$B=S/N×V$

A belief (B) is afforded by the perception (P) of an object or event, that is, by identification of a signal (S) out of a sample of ambient noise (N). The greater S is in proportion to N, the more reliable the sampled information is. In addition, the individual attributes (x) a value (V) to a given perception. The value can be either positive (indicating reward or attraction) or negative (indicating aversion, threat, or danger), as valuation tends to be bimodal, not graded (Vlaev, Chater, Steward, & Brown, 2011). Because humans tend to avoid aversive situations, behavior is usually guided by stimuli that promise positive emotions. In addition, S/N and V are independent of each other; thus, a large S/N can have a small V, and a small S/N can have a large subjective V. Thus, in general, a positive value of B is an indicator of a meaningful representation of high probability, that is, a “belief.” This equation allows us to account for various “beliefs.”

Beliefs are acquired fast but may change over time because of new experience and contradictions to predictions based on previously held beliefs. This possibility is apparent by an additional term in the equation:
$B=S/N×V+α×δ×Vδ$

As reflected in this equation, beliefs are fluid. They are constantly being adjusted by the perception of new signals (+), in a Bayesian sense. These meaningful probabilistic representations are also modified over time by new learning (α), which is a fundamental capacity of brain physiology (α = 1). However, a belief based on previously held information may be violated by new information, resulting in a prediction error (δ), whose compatibility with or aversion to the previously held belief is valuated (Vδ), as described above. Consequently, the change term in the equation acquires a positive value (1) if the prediction error is relevant for a person. This means that a new belief replaces the previously held belief. However, if a prediction error has no subjective value or meaning (0), there is no change in belief.

Social Level

The logic of our model can be extrapolated to accommodate processes of believing at the social level. The structure of the equation is the same, as beliefs are formed and modified in the way explained above in the individuals who are members of social groups or societies. However, the believing processes involve probabilistic representations of complex social stimuli, making meaningful percepts out of multiple mixes of stimuli transmitted through many media and in varied contexts, and complicated interpersonal and social appraisals, responses, and meaning remaking via channels and iterative feedback loops functional at the social level. The processes include human two-way interactions, small and large group dynamics, and societal and cultural traditions, expectations, and communications (see Fiske et al., 2010, for comprehensive reviews)—the blend of which is analogous to the “smaller” mechanisms at the neural level and functionally equivalent to them. This means that, for example, at the social level, B represents collective or group beliefs. The processes of aggregate believing involve information, arguments, debate, attempts at persuasion and attitude change, and exposure to new information—all of which may affect new learning (α). In addition, collective doubt, resistance, and confrontation with input contrary to previously held beliefs would all imply some degree of prediction error (δ). Finally, the combined result of these processes is assigned some degree of a collective positive or negative value (Vδ). Thus, the processes involved in believing at the aggregate level, and likelihood of the maintenance or change of a belief, differ in their particulars but are brought about by the believing processes at the neural level in individuals.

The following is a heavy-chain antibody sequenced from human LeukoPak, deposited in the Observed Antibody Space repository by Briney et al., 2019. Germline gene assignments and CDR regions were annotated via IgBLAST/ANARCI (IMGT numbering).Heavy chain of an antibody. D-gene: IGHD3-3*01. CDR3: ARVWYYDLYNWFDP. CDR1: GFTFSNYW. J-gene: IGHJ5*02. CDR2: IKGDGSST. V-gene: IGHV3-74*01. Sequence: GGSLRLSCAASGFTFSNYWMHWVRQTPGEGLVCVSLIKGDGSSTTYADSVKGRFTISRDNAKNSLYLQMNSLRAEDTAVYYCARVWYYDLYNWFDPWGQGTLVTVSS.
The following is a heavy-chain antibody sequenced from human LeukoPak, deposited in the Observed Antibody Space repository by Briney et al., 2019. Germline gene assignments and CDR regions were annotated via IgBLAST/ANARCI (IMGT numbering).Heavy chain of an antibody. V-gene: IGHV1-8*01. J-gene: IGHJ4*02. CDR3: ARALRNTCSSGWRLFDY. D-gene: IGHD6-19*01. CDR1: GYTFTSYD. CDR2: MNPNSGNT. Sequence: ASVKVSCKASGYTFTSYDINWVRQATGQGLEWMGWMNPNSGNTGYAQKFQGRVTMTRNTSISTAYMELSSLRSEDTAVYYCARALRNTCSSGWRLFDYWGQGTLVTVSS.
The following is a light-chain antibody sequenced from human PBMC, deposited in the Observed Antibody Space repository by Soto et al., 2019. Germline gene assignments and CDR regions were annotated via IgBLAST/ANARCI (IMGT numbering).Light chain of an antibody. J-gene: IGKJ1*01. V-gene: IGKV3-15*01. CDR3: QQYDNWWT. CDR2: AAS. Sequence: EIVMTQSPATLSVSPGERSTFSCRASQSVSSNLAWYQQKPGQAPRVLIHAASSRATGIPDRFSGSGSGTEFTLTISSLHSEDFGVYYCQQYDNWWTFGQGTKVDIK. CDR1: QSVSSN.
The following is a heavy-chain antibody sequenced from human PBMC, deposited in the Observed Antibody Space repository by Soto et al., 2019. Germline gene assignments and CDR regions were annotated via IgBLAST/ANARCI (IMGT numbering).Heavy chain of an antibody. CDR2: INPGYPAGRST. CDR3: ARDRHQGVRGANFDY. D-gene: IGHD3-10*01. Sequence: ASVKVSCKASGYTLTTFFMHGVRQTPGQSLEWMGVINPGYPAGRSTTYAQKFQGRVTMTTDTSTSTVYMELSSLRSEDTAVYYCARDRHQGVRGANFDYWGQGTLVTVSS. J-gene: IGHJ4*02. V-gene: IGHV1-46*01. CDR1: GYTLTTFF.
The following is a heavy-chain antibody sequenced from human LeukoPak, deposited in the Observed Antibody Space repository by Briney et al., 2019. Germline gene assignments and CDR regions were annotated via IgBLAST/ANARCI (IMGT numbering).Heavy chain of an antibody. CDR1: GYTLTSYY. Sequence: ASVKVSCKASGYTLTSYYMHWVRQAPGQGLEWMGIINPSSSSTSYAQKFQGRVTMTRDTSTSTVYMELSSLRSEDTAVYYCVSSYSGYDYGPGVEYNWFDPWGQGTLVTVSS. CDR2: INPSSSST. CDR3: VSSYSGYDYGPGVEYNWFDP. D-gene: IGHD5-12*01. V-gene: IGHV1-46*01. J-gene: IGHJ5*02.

DISCUSSION

Putative Brain Process

Our model of believing at the individual level highlights putative processes resulting in probabilistic representations in the brain. It aims to explain the most fundamental aspects of the processes of believing in neurophysiological terms, based on evidence that believing is mediated by neural circuits and synaptic activity. The model argues for a tight integration of objective information and subjective worldviews as a basic aspect of believing as it occurs within brain circuits. Admittedly, the subjective content of these representations in a person's mind, including personal beliefs, is not directly accessible to others. Thus, their exact nature, and therefore their veridicality, is neither provable nor disconfirmable. However, we can do a scientific exploration of their proxy manifestations, such as verbal reports, emotional reactions, and behaviors that stem from them.